Jurors could be quizzed over beliefs at inquest into deaths of Barking serial killer’s victims, court hears

Stephen Port

Stephen Port - Credit: Archant

Potential jurors at an inquest into the deaths of four gay men in Barking could be quizzed about their beliefs and moral attitudes, a court has heard.

Stephen Port took the lives of (clockwise from top left): Gabriel Kovari, Daniel Whitworth, Jack Tay

Stephen Port took the lives of (clockwise from top left): Gabriel Kovari, Daniel Whitworth, Jack Taylor and Anthony Walgate. Picture credit: Met Police. - Credit: Archant

Judge Sarah Munro was asked at the Old Bailey today (September 24) to consider whether jurors should be questioned about their attitudes and beliefs during selection.

Stephen Port, now 45, was found guilty and sentenced to life imprisonment at the same court in November 2016 for the murders of Gabriel Kovari, Daniel Whitworth, Anthony Walgate and Jack Taylor.

All four were drugged with GHB and raped by Port before being dumped near his home in Cooke Street.

The original inquests into the deaths of Mr Kovari, 22, from Slovakia, and Mr Whitworth, 21, from Gravesend, were quashed following Port’s murder conviction.

The deaths of Mr Walgate, 23, from Hull, and Mr Taylor, 25, from Dagenham, were originally treated as non-suspicious.

Her Honour Judge Munro is due to preside over an inquest into all four deaths which is set to last eight weeks and include a jury. One focus is expected to be on possible police failings around why Port was not stopped sooner.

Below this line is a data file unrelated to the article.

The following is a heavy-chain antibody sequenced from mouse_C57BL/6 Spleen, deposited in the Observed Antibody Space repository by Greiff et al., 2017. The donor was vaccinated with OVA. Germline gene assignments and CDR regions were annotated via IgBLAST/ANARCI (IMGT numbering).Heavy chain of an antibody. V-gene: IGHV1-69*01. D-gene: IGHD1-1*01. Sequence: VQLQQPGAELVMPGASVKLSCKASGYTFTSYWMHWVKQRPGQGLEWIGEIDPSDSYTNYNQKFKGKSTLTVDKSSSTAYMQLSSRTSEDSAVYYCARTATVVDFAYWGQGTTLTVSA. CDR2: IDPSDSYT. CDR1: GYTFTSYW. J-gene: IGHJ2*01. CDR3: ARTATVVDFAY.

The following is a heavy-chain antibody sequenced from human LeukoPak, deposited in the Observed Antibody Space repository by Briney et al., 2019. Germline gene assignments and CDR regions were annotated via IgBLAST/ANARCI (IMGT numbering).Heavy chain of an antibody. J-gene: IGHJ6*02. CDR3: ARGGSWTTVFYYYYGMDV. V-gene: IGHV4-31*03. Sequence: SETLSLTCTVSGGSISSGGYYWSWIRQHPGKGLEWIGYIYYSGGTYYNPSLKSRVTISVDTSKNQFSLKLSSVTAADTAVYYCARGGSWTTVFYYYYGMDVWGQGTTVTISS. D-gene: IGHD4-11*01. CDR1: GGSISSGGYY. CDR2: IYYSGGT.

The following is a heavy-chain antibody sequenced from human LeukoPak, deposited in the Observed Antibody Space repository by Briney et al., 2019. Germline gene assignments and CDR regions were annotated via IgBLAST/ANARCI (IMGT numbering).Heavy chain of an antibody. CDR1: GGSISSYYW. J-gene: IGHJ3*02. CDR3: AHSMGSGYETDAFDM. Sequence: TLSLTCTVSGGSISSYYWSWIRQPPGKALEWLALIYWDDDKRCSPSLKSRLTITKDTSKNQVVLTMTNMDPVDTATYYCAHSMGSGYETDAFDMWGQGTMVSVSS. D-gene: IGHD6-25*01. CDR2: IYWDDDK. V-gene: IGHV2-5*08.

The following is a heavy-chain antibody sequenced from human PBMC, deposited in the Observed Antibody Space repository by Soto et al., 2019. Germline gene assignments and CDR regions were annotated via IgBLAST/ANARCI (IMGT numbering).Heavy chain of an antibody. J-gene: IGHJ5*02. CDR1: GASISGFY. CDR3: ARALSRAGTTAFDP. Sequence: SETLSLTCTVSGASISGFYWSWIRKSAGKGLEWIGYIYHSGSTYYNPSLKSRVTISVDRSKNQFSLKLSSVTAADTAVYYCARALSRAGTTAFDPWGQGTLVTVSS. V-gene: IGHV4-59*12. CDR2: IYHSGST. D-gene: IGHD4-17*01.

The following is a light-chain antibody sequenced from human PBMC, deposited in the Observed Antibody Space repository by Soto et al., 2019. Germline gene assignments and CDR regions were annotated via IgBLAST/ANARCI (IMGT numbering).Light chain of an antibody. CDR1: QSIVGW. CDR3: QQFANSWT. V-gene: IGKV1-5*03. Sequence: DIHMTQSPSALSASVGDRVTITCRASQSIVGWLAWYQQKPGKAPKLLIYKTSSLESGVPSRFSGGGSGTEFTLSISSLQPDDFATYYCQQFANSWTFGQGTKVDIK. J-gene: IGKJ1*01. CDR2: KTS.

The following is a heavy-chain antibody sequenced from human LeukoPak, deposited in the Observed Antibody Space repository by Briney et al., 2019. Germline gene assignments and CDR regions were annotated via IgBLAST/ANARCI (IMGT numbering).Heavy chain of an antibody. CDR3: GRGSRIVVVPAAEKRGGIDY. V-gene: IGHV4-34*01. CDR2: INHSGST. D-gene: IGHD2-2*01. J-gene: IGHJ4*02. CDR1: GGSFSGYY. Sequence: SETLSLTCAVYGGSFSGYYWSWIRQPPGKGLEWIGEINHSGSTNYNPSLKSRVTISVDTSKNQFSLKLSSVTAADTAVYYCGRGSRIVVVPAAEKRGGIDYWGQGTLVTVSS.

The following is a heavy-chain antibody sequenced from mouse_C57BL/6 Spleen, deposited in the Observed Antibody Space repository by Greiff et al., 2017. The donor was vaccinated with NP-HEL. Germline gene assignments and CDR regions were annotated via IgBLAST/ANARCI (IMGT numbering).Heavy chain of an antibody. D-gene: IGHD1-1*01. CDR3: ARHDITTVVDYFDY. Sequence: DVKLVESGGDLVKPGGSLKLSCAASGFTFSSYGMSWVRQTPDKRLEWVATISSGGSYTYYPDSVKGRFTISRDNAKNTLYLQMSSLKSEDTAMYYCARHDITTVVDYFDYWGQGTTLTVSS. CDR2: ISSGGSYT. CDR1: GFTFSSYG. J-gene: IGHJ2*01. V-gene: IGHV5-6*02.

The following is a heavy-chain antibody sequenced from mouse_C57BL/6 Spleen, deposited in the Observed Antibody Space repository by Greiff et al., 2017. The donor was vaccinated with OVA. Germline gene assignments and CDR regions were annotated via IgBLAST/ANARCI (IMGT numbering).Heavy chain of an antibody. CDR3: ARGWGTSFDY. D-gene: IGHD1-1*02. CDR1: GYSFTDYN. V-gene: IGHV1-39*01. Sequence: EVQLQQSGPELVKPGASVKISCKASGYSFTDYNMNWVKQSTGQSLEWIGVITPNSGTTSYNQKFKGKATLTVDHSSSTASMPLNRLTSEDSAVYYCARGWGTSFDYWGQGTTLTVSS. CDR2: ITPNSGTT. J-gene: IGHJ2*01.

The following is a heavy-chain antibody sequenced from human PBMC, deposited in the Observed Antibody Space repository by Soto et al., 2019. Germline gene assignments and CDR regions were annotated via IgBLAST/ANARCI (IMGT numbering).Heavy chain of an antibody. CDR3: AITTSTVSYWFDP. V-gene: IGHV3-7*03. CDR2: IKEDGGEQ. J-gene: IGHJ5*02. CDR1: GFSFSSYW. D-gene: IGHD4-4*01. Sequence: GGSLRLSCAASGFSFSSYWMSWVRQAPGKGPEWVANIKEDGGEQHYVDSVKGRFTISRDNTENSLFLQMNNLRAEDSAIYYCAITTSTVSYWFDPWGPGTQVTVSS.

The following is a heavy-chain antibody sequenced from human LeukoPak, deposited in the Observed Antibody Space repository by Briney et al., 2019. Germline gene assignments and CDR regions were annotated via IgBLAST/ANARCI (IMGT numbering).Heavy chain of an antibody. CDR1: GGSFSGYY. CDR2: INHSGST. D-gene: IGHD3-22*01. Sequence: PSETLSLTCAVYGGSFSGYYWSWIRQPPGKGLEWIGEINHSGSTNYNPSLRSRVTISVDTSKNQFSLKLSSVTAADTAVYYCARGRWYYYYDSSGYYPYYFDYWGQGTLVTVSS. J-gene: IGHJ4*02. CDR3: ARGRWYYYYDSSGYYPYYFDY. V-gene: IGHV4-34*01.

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Counsel for the victims’ families want to limit the possibility of members of the jury being biased.

Paul Clark, acting for the victims’ families, alluded to the Equalities Act and said such a question was relevant in how jurors would consider whether there were “unjustified differences” in the way gay people were treated by police.

However, Peter Skelton QC, representing the Met, argued there was no precedent for such a question to be put to jurors. “We see this as setting an unnecessary precedent,” he said.

That view was echoed by counsel representing individual officers involved in the investigations into Port’s killings.

Andrew O’Connor, counsel to the inquests, said he understood the concern, but reminded the court of the limited influence a judge has over the selection of jurors.

“It’s an important and sensitive issue and we must strive to make the right decision,” he said.

He recommended the matter be discussed again at a fourth pre-inquest review due on November 20.

Hearings into the deaths had been due to take place at the Old Bailey, but could be moved to Barking town hall to prevent delays and accommodate the number of people expected to attend.

Mr O’Connor explained: “The families prefer these hearings take place rather than be delayed again. The only practical way to make that happen is to move to Barking.”

The review also heard victims’ families want police disciplinary records shared.

Mr Skelton objected, but added that if his team felt any were relevant to the inquest they would be disclosed to Judge Munro.

Clair Dobbin, representing officers, said: “As a matter of general principle, conduct records are not relevant. If they are to be disclosed, there must be good reason.”

The inquest is due to start on January 7.